First Rwandan Cable Car for 2025

Cable car would make access to mount Karisimbi summit easy

By 2025, Rwandans and visitors could start navigating the capital Kigali on aerial cable cars – saving them from growing traffic issues in land transport means.

Despite injecting 80% of its annual budget to expand infrastructure projects such as road network, City of Kigali faces a growing issue of traffic – and cable cars could be the next alternative for transport.

Researchers have predicted a serious traffic issue in the capital Kigali between 2025 and 2040 if nothing is done ahead.

To deal with the issue, City of Kigali has held discussions with two cable car infrastructure developers; South African-based POMA Company and Doppelmayr – which operates in France and Germany to work on a project to establish the technology-based transport.

“These companies approached us and we discussed how the project can be executed based on available means,” Eng. Jean d’Amour Rwunguko – head of transport in the City of Kigali told KT Press.

“City of Kigali is one of the hilliest cities. This is the fastest means of transport that will even reduce on the traffic jam around the city,” Eng. Rwunguko added.

Together with city authorities, the companies have identified potential hills around the city that could be used for infrastructure.

Some identified include Rugenge, Gisozi and Mt. Kigali hills where cable cars infrastructure will be established.

According to Eng. Rwunguko, the new Cable Cars project is not only faster but cost effective compared to construction of roads.

In August last year, Rwanda’s State Minister in the Ministry of Foreign Affairs, Amb. Olivier Nduhungirehe was seen testing Cable Cars while on a trip to Singapore where he said it was the right time for the country to implement the project.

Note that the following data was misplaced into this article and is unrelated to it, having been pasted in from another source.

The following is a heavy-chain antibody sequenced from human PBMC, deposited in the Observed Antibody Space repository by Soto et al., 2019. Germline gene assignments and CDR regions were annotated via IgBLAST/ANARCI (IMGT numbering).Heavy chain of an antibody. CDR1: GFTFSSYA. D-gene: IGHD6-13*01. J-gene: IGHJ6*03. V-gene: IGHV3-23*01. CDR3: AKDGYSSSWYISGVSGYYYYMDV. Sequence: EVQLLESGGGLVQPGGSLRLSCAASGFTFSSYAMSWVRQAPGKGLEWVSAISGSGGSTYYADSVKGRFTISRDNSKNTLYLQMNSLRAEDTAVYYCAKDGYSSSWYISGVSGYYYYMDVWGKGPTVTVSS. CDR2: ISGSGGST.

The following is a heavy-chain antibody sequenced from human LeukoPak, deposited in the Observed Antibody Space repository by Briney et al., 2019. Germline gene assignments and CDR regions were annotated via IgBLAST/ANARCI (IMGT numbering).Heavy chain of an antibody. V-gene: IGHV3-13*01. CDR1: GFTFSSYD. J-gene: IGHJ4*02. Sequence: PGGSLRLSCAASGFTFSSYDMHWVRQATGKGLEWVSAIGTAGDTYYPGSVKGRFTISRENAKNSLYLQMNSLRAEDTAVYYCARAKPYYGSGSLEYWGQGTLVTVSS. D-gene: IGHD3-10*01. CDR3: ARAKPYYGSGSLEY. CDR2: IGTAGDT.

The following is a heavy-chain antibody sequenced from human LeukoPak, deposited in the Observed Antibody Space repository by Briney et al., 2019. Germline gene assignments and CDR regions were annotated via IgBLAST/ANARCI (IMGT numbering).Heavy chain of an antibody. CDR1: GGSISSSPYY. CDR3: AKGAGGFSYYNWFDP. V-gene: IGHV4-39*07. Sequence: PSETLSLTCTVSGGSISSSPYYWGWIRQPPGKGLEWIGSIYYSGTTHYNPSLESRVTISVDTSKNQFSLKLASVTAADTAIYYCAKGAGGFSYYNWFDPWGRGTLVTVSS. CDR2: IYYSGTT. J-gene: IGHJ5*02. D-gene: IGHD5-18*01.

“Testing cable cars in Singapore. Safe and reliable, they can easily connect any part of our hilly capital to another. The future is now!” Minister Nduhungirehe tweeted then.

Currently, the two companies are designing technical proposals for the City of Kigali, and according to Eng. Rwunguko, there is hope that the project will be executed.

The World Bank advises cities that are considering investing in a cable car system ‘to carefully’ consider the advantages and limitations of the technology.

The bank suggests that the unique advantage of cable cars is their ability to climb steep hills at a fraction of the investment cost of a new tunnel or bridge.

They are also often faster to implement than building new roads, which can appeal to decision-makers looking to show results quickly.

Capital costs can vary widely depending on the context, with most Latin American systems ranging between $10-25 million per km.

Mobility and Accessibility.

The recent cable car projects that have received the most attention are those serving poor hillside neighborhoods, many of which were poorly connected to the rest of the city and underserved by conventional transport services.

Connecting hilly areas to urban centers by aerial cable cars can bring considerable travel time saving and other socio-economic benefits due to direct linkages and the absence of constraints from road traffic, the report by World Bank says.

According to this World Bank report, the data compiled from 25 projects in 14 cities around the world shows that urban cable cars have an average route lengths of 2.7km, operating speeds of 10 to 20 km per hour, and typical operating capacity of 1,000-2,000 passengers per hour per direction.

Cable cars have the benefit of giving commuters a “ride with a view,” but they also need high standards of comfort, safety, and security in order to remain popular over time. A well-designed system can also improve the quality of urban space around stations and stimulate urban regeneration.




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